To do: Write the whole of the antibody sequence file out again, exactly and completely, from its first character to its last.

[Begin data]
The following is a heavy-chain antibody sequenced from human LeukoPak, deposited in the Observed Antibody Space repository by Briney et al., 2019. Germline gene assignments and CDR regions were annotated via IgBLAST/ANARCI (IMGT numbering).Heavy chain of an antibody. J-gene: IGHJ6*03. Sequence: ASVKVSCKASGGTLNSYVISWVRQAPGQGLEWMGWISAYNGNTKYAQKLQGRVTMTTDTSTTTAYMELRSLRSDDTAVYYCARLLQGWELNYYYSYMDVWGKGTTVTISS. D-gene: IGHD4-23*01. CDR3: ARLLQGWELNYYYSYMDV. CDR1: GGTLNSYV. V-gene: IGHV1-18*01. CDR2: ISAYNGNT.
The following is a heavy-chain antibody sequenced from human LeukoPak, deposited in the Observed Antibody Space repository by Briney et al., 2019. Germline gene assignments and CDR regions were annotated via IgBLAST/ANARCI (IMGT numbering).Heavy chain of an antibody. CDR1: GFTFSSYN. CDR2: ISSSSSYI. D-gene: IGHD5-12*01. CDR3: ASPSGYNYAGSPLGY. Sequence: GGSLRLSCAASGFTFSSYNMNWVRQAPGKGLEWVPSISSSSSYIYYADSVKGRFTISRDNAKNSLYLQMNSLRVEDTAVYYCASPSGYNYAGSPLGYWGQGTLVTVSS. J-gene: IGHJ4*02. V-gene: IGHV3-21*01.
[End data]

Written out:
The following is a heavy-chain antibody sequenced from human LeukoPak, deposited in the Observed Antibody Space repository by Briney et al., 2019. Germline gene assignments and CDR regions were annotated via IgBLAST/ANARCI (IMGT numbering).Heavy chain of an antibody. J-gene: IGHJ6*03. Sequence: ASVKVSCKASGGTLNSYVISWVRQAPGQGLEWMGWISAYNGNTKYAQKLQGRVTMTTDTSTTTAYMELRSLRSDDTAVYYCARLLQGWELNYYYSYMDVWGKGTTVTISS. D-gene: IGHD4-23*01. CDR3: ARLLQGWELNYYYSYMDV. CDR1: GGTLNSYV. V-gene: IGHV1-18*01. CDR2: ISAYNGNT.
The following is a heavy-chain antibody sequenced from human LeukoPak, deposited in the Observed Antibody Space repository by Briney et al., 2019. Germline gene assignments and CDR regions were annotated via IgBLAST/ANARCI (IMGT numbering).Heavy chain of an antibody. CDR1: GFTFSSYN. CDR2: ISSSSSYI. D-gene: IGHD5-12*01. CDR3: ASPSGYNYAGSPLGY. Sequence: GGSLRLSCAASGFTFSSYNMNWVRQAPGKGLEWVPSISSSSSYIYYADSVKGRFTISRDNAKNSLYLQMNSLRVEDTAVYYCASPSGYNYAGSPLGYWGQGTLVTVSS. J-gene: IGHJ4*02. V-gene: IGHV3-21*01.